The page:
Using an A3 for business planning is one of those practices that, like many aspects of lean thinking, is simple but not necessarily easy. Although the basic process tends to make sense to people, success requires those involved to exhibit certain behaviors that are so different from the norm that most plans produced by the process result in nothing more than business as usual.
Making Problems Visible
There are few people who will argue with the concept of making an organization’s problems visible. Understanding the role that KPIs or the boards and lights associated with an Andon signal play in problem-solving efforts is not difficult. What does tend to be difficult, though, is applying the same type of thinking to the company’s higher-level planning processes. An organization has little chance of improving performance if its leaders can’t agree on the problems they need to address.
In The Birth of Lean, Taiichi Ohno is quoted as saying that kaizen continuously requires people to, “assume that things are a mess.” Since business planning is fundamentally kaizen at the organizational level, we’ve got to create the idea that things are always a mess. To do this requires that targets are clearly visible and people feel free to openly and honestly reflect on performance against the targets.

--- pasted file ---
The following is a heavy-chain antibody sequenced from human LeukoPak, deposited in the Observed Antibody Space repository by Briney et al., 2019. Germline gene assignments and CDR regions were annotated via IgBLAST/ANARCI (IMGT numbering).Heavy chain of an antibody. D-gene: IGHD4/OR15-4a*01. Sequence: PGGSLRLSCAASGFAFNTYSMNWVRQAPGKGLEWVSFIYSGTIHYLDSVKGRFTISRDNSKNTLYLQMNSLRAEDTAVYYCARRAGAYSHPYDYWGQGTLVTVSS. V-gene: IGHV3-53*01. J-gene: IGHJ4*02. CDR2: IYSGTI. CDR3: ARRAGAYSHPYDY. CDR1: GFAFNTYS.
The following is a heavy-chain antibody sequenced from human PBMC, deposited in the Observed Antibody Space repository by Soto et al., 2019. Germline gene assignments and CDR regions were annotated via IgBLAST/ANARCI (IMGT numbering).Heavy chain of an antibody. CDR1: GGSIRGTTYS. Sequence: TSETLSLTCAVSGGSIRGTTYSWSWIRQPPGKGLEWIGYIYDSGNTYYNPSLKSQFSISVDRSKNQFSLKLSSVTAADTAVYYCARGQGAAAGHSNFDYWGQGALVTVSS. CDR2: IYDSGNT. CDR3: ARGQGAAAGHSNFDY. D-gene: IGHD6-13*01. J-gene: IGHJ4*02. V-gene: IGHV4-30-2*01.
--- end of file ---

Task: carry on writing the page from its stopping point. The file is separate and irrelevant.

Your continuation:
During business reviews, it is not uncommon for teams to spend significant effort justifying the performance gaps rather then accepting them and reflecting to understand the reasons that drive the gaps. This is not surprising given the way many organizations to recognize and reward people. When rewards are based on meeting targets rather than addressing problems, people will fight to justify results. The crazy thing about this type of behavior is that most people recognize it – we just don’t tend to do anything about it.
Moving the culture away from justification and toward reflection requires recognizing that the company’s systems and practices may be driving the wrong behaviors. There is always a mess, and it’s got to be okay to recognize and openly admit it in order to free people up to drive improvement.
It’s difficult to say that any single component of business planning is more important than another but without adequate reflection, the organization will fail to recognize its biggest problems and will never move beyond mediocrity. Time and energy spent justifying results is waste, and the sooner we replace it with open and honest introspection the sooner we can bring the big gains into reach.